Governor Phil Murphy signed legislation that will allow New Jersey’s 9 casinos and 3 racetracks to take wagers on individual sporting events beginning this Thursday. Gamblers 21 and over will be able to place wagers on a variety of professional and college sporting events, though betting on games involving local college teams (think: Seton Hall, Rutgers) and college games played within the state is prohibited. Initially, wagers will have to be placed in person; though, mobile betting is covered by the bill and will commence in the future (requires licensees to wait 30 days). The William Hill (WIMHY) sportsbook at Monmouth Park Racetrack will begin taking bets at 10:30a on Thursday, just in time for the start of the World Cup later that afternoon. New Jersey becomes just the third state to offer legalized sports betting, following Nevada and Delaware.
Howie Long-Short: Another one of New Jersey’s racetracks, the Meadowlands Racetrack, has found a sports betting partner in Betfair U.S. (subsidiary of Paddy Power Betfair, PDYPY). PDYPY revealed it has signed “long-term agreements for retail and online/mobile sports betting” with the North Jersey track (and Tioga Downs in New York); they plan to begin taking bets later this summer. The news comes just two weeks after the company announced it would be acquiring FanDuel, with the intention of converting their 1.3 million DFS players into true sports bettors. It’s expected that Betfair will brand their U.S. sportsbooks as FanDuel sportsbooks. PDYPY shares are up 11% (to $58.35) since word of the deal first broke on May 15th.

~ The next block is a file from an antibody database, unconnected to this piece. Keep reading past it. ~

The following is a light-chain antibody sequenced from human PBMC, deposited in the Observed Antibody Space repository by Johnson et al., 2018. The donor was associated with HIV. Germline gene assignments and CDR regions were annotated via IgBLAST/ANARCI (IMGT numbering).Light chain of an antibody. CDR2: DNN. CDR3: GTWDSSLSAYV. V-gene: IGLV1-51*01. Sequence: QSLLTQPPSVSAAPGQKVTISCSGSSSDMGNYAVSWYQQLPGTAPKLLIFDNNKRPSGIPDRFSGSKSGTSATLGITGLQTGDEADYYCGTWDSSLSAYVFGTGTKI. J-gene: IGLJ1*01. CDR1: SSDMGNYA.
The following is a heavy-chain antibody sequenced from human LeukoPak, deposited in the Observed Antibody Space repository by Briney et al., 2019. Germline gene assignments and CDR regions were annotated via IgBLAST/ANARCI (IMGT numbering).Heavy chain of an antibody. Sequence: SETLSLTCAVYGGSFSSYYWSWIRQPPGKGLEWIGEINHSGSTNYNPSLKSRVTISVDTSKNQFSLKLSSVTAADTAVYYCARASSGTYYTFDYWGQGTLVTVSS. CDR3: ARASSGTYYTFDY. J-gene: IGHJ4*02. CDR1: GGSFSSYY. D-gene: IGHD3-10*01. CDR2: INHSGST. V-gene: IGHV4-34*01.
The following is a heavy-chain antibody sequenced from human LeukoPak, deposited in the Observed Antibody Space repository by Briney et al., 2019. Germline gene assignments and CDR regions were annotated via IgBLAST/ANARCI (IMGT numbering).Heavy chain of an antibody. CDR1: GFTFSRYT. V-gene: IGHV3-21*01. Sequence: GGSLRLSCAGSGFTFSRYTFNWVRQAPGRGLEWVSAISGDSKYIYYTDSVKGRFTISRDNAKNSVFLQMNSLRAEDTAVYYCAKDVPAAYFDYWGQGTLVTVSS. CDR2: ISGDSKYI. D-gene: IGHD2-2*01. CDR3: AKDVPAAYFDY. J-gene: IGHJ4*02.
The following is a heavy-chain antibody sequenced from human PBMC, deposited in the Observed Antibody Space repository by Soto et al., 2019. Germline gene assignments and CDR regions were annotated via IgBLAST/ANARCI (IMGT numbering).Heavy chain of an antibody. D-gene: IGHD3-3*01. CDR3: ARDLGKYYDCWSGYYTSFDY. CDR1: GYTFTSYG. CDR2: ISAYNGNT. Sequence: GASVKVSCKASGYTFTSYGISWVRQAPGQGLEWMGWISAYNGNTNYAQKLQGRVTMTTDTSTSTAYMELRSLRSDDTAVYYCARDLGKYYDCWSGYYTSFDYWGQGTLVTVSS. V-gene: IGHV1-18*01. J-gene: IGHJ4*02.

Fan Marino: Monmouth Park officials aren’t satisfied with SCOTUS’ decision to overturn PASPA, they’re now pursuing remuneration for damages caused by the pro sports leagues and the NCAA. The New Jersey Thoroughbred Horsemen’s Association (leases Monmouth Park) claims “the leagues acted in bad faith” fighting them in court, while simultaneously profiting from DFS and authorizing the relocation of several franchises to Las Vegas (nullifying the integrity argument). They’re pursuing +/- $150 million in “revenues we would have had” (from sports betting), between the period of October 2014 – June 2018, had the leagues not opposed their efforts. It must be noted that neither Delaware nor New Jersey included an integrity fee for the leagues in their sports betting legislation.
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